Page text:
Heavy rain from Tropical Storm Rosa spreading into Southwest

PHOTO: Rosa is just off the coast of Mexicos Baja California early Monday morning.PlayABC News
WATCH Tropical Storm Rosa set to hit the Baja Peninsula

Tropical Storm Rosa has yet to make landfall in Mexico, but it's outer bands are already delivering some heavy rain to the U.S. Southwest.

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Rosa had winds of 50 mph and was approximately 140 miles west-southwest of Punta Eugenia, Mexico, as of 2 a.m. local time. The storm is moving northeast at 12 mph.

Heavy rain from Rosa is spreading across the Baja California peninsula and the extreme southwest U.S. Flash flood watches have been issued for parts of the region -- from California to Idaho.

PHOTO: Flash flood watches are in place for parts of the West as Rosa starts to move into the area.ABC News
Flash flood watches are in place for parts of the West as Rosa starts to move into the area.

Rosa will continue to weaken Monday before its expected landfall sometime Monday night over the northern Baja California peninsula. Rosa will be guided north and east into the extreme southwest U.S. by an approaching trough from the west.

PHOTO: The storm is expected to make landfall in Baja California on Monday night.ABC News
The storm is expected to make landfall in Baja California on Monday night.

The remnants of Rosa are expected to move into the southwest U.S. on Monday and bring widespread heavy rain, which could cause potential flash flooding, mudslides and landslides over the coming days. Rainfall rates of 1 to 3 inches per hour are possible in the heavier bands of rain.

In the desert Southwest, 1 to 4 inches of rain are possible -- especially in parts of southern and central Arizona. In Baja California, more 3 to 6 inches of rain is possible locally. Additionally, up to 1 inch of rain is possible in California, with the bulk of the rain arriving by late Tuesday and Wednesday.

Rainfall totals could reach 4 to 6 inches locally in parts of central and southwest Arizona.ABC News
Rainfall totals could reach 4 to 6 inches locally in parts of central and southwest Arizona.

Flash flooding could be enhanced locally due to the mountainous terrain, with canyons quickly becoming very dangerous.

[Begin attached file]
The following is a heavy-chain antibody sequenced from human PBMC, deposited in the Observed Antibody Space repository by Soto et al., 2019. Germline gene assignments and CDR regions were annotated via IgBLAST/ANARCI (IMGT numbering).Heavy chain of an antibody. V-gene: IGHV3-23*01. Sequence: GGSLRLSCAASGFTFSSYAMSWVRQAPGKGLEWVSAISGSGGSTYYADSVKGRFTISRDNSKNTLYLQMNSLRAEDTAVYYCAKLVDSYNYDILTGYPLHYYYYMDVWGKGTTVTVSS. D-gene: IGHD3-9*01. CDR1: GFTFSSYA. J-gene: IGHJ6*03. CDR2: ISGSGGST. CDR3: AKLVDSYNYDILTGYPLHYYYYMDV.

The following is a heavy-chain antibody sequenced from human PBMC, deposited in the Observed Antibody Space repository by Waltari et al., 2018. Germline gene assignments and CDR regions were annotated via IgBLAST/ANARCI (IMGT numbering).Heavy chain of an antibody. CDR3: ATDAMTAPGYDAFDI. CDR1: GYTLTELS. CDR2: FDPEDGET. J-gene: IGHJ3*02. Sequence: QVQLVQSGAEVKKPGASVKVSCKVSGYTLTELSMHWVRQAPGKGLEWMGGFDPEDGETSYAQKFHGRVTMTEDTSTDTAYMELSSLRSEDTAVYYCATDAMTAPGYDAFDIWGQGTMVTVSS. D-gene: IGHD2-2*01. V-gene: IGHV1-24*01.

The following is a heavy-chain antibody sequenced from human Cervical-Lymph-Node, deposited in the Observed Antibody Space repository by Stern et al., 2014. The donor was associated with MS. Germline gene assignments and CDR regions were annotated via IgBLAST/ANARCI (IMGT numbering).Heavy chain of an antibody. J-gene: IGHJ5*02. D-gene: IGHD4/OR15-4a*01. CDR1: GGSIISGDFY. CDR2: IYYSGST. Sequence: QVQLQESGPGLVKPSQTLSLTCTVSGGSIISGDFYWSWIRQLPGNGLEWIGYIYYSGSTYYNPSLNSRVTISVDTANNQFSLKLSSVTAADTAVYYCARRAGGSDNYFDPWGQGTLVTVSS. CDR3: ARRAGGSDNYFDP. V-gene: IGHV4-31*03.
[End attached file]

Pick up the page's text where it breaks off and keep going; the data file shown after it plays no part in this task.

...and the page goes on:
Heavy rain will spread into the Four Corners on Tuesday and last through Wednesday.

Dramatic temperature swings

Meanwhile, east of the Rockies, a pretty dramatic temperature gradient between two air masses has taken shape across the central and northeastern U.S. Some regions of the country could see dramatically different temperatures on either side of this frontal system. For example, Kansas City, Missouri, will be near 80 degrees, while Omaha, Nebraska, will be stuck in the 50s -- nearly 20 to 25 degrees different over just 100 to 200 miles.

PHOTO: Temperatures will reach the mid-70s and 80s from Texas all the way to New York City on Monday.ABC News
Temperatures will reach the mid-70s and 80s from Texas all the way to New York City on Monday.

Storms are developing along this frontal system. Very heavy rain is falling Monday morning from southern Wisconsin to Michigan with rainfall rates locally up to 1 inch per hour. There is a small region of the Chicago and Milwaukee suburbs at risk for severe storms Monday afternoon and evening with damaging winds and large hail possible.

On Tuesday, strong storms will develop in parts of the Northeast with locally heavy downpours and gusty winds.

PHOTO: Temperatures will be well above average for this time of year across much of the eastern U.S. on Wednesday.ABC News
Temperatures will be well above average for this time of year across much of the eastern U.S. on Wednesday.

As the first week of October gets underway, temperatures across much of the central and northeast U.S. will be on the rise. Temperatures from the Plains to the Northeast will be nearly 80 degrees. It will feel more like summer than fall from Wichita, Kansas, all the way to New York. And in the northern part of the U.S., temperatures will be in the 60s and 70s.

Our climate forecast for the next one to two weeks shows that well-above-average temperatures are likely for the eastern U.S.

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